Map Source: The Atlantic magazine. Click here to view Atlantic’s interactive map.
Virginians are among the more politically intolerant people in the United States, judging by a map published by The Atlantic magazine. If you accept the validity of The Atlantic’s methodology, such a finding says a lot about contemporary Virginia politics in the era of Ralph Northam, blackface, and the social justice wars.
The Atlantic hired PredictWise, a polling and analytics firm, to create a ranking of counties in the U.S. based on partisan prejudice, or “affective polarization.” The results showed significant variation geographically. The Northeast, parts of the Midwest, and the coastal enclaves of the West Coast are bastions of liberal/leftist intolerance to those with opposing views. South Carolina, Utah, and swaths of Texas, predominantly conservative, stood out for their narrow-mindedness. Florida and Virginia, classic “purple” states, also show strong strains of prejudice, as can be seen in the map above.
Within Virginia, intolerance was pervasive across most the state. The only pockets of relative forebearance were located in non-metropolitan counties in Southside, Southwest, and along the Chesapeake Bay.
Michelle Renay Sutherland, a New Yorker who traveled to Richmond to demonstrate in support of Virginia’s passage of the Equal Rights Amendment, is an annoying individual. Frankly, I find her sanctimonious posturing to be a pain in the ass. Maybe she violated the law for baring her breast when posing as the goddess Virtue in a reenactment of the Virginia state seal, maybe not. But her actions are hardly grounds for holding her in jail without bail for a month.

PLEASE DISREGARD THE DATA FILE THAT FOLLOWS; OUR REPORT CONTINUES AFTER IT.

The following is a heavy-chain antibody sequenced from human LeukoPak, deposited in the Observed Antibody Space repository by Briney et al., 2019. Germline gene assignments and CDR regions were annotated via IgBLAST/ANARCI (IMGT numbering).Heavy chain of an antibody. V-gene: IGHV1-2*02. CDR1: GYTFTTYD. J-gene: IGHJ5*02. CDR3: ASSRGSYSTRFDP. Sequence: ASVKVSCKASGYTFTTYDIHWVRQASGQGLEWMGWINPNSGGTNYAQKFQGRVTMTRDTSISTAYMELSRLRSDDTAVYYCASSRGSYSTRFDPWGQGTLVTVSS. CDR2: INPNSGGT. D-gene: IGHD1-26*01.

A magistrate set a bail of $700 for Sutherland, a Brooklyn artist with no criminal record. But General District Court Judge Lawrence B. Cann III ordered her held without bond until her trial, scheduled for March 21.
An article in the Richmond Times-Dispatch does not quote Cann as providing any justification for refusing to release Sutherland. Continue reading
Rick Olson, Jay Timmons and children at their McLean home.
A major revision of Virginia’s assisted conception laws has fought its way through to a final vote in the State Senate Monday, pushed by a former Virginia official who has gone public with his unconventional and very 21st century family.
Jay Timmons and his husband Rick Olson faced a major legal battle in Wisconsin a few years back over the surrogacy agreement they had with the mother of their third child. The child was conceived using a frozen embryo from a couple that had used a similar method to build a family of four, didn’t want to use the remaining embryos themselves, but also didn’t want them destroyed. Continue reading
Image credit: Washington Post
A Washington Post poll finds that Virginians are split about 50/50 on the question of whether Governor Ralph Northam should step down from office after revelations of his use of blackface during medical school some 35 years ago. The most fascinating finding within that poll was that whites are more likely (48%) than African-Americans (37%) to hold that position.
If whites are more outraged by the blackface incident than blacks, an interesting question arises: How much is white outrage driven by virtue signaling? Continue reading
Peter Vlaming. Photo credit: Richmond Times-Dispatch
Social mores in the United States are changing so fast, it’s hard to keep up. If you fail to conform to the latest turn in politically correct thinking, you’re toast. You could lose your job. Not just in California, but here in Virginia.
Peter Vlaming, a high school teacher in West Point, was fired yesterday by the West Point School Board for resisting administrative orders to use male pronouns to refer to a ninth-grade student who had undergone a gender transition, reports the Richmond Times-Dispatch. Here are the details: Continue reading